I hated to say that, by the way…

    • 0 avatar
      tonyola

      Did you get my point about bloggers elsewhere holding cars like these up as secret sports machines? I was debunking that notion with my statement. What’s changed is that a modern Corolla is about a zillion times more refined, has sufficient go to be actually usable, won’t rust nearly as much, and will probably last 300,000 miles with maintenance. As for a 1975 domestic car, I’d wager that a Dart or Valiant with the Slant Six would last at least as long as the Corolla.

      • 0 avatar
        geeber

        The Valiant and Dart were both bigger and more expensive than a Corolla. They didn’t compete directly with the Corolla.

        At any rate, they were hardly more fun to drive than a Corolla, and the term “Chrysler quality control” was an oxymoron even for the Valiant and Dart in 1975.

        Chrysler quality and reliability had been sliding downhill since about 1970. The 1975 Valiant and Dart look good today because we now know that what came next was even worse.

      • 0 avatar
        tonyola

        Chrysler quality control could be very slapdash in the 1970s. I know that firsthand – I owned a 1975 Duster 360 for six years. However, the Dart and Valiant were extremely sturdy and long-lived mechanically with the only real weakness being rust (something the Toyota wasn’t immune to either). Though my Duster was in many ways crude, it was basically unbreakable even under abuse. My experience mirrors most Dart/Valiant owners, too. As for fun, the handling of the torsion-bar-equipped Mopar A-cars was a cut above other domestic compacts.

      • 0 avatar
        geeber

        My grandmother had a 1973 Dodge Dart sedan…it was very reliable and reasonably well-made. Chrysler Corporation quality was so variable in the 1970s, however, which seemed to get worse as the decade progressed.

      • 0 avatar
        GoesLikeStink

        You can not argue that a slant six is not a durable engine. You just cant. I just sold my 65 Dart wagon. That thing is a cocroach. I fully expect to see it around after the apokolips.

    • 0 avatar
      Geekcarlover

      What gave American cars of that era such a bad reputation was the hit or miss (and way too many misses) nature of their quality. Last month I saw two beautiful, unrestored Dodges. A 74 Dart Swinger and a Feather Duster, 76 I think. Compare them to the Adventurer my dad bought in 74. Bubbles under the paint insured rust with a year and massive holes within three. Japanese cars weren’t great, but at least they were still in good shape when you paid them off.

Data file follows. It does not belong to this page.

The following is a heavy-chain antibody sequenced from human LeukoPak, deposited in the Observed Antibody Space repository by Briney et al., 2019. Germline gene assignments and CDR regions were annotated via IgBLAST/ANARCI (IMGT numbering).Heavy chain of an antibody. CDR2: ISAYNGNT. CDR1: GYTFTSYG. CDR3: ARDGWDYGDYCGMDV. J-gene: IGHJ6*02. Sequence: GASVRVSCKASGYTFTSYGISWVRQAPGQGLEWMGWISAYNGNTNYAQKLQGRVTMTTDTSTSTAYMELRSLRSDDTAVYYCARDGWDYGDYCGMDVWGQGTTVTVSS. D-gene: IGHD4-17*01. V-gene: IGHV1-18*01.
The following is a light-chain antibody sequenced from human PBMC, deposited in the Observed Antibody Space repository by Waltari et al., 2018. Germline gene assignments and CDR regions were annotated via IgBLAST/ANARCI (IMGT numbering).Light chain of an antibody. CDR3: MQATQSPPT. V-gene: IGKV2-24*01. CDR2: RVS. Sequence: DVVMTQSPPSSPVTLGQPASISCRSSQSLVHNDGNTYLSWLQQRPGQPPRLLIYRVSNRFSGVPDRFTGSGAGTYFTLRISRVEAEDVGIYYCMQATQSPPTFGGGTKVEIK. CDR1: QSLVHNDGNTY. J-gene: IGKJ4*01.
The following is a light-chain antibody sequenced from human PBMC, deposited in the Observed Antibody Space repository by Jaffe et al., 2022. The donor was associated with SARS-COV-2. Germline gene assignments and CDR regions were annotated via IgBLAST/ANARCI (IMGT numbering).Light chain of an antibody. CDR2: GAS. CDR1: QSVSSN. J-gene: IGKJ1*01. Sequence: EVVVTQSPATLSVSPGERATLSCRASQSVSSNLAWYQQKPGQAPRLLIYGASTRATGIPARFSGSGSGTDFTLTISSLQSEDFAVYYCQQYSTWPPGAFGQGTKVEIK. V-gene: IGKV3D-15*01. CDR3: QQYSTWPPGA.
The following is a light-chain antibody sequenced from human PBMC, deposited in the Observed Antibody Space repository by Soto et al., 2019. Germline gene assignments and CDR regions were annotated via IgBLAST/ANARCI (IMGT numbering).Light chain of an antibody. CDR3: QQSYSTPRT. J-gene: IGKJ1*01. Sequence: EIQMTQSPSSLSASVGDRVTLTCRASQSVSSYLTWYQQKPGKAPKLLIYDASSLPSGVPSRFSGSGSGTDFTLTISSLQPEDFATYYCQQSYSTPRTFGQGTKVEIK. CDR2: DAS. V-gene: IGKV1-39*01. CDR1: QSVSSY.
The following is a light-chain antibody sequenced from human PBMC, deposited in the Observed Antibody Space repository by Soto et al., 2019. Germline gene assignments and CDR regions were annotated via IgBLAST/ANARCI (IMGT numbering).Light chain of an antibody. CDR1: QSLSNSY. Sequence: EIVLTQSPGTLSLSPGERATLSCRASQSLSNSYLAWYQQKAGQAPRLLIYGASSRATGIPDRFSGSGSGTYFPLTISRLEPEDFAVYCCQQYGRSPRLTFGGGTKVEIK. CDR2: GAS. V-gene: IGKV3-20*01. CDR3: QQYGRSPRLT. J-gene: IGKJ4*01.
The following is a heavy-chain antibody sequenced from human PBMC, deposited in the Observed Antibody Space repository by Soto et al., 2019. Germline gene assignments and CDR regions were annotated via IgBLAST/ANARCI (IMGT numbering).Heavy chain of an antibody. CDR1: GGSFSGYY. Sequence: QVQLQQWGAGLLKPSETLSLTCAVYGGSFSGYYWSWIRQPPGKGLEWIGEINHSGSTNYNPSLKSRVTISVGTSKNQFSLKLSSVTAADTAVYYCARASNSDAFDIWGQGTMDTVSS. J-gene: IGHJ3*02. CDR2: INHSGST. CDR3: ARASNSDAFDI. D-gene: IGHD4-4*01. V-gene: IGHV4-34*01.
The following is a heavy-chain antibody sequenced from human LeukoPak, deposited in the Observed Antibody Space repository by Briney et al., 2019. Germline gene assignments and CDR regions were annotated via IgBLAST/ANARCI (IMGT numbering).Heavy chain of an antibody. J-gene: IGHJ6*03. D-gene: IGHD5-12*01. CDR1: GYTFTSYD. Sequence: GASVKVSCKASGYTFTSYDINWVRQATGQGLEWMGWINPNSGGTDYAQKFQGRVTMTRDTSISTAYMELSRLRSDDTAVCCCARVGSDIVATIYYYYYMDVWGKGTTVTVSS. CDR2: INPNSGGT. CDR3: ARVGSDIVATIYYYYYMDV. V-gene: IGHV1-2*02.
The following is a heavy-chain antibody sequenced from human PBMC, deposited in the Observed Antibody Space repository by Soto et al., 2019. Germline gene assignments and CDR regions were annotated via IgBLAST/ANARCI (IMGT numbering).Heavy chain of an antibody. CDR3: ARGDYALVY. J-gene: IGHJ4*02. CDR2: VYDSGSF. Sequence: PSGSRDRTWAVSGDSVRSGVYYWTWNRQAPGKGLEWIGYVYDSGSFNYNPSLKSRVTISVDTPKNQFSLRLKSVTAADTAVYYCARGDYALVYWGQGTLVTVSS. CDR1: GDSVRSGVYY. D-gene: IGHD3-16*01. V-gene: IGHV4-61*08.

• avatar
    Crabspirits

    It would be fun to put modern tires on this crude little beast and challenge it’s 800lb heavier modern sibling to some tests.

  • avatar
    PintoFan

    “If you were a Ford dealer trying to move Pintos in 1975, you probably woke up screaming with Corolla nightmares, every night.”

    Not hardly. Sales of the Pinto in ’75 were brisk, with 223,763 units sold. That was far down from the ’73 peak of 544,209 units but by then demand for all small cars had pretty much collapsed. I’m pretty sure the Pinto beat out the Corolla in every year they were sold side by side. The Pinto was a better car that was vastly more rust-resistant than anything coming out of Japan at the time. The Cologne engine was just as efficient and reliable as whatever vacuum-carb nightmares Toyota was equipping their cars with in the 70′s.

    • 0 avatar
      tonyola

      1975 Pintos were sold to those who bought American no matter what or who didn’t know anything about cars. Back then we did everything we could to talk people we knew out of buying a Pinto. Numbers don’t mean all that much except for the bottom line – after all, GM sold 800,000+ Chevy Citations for 1980.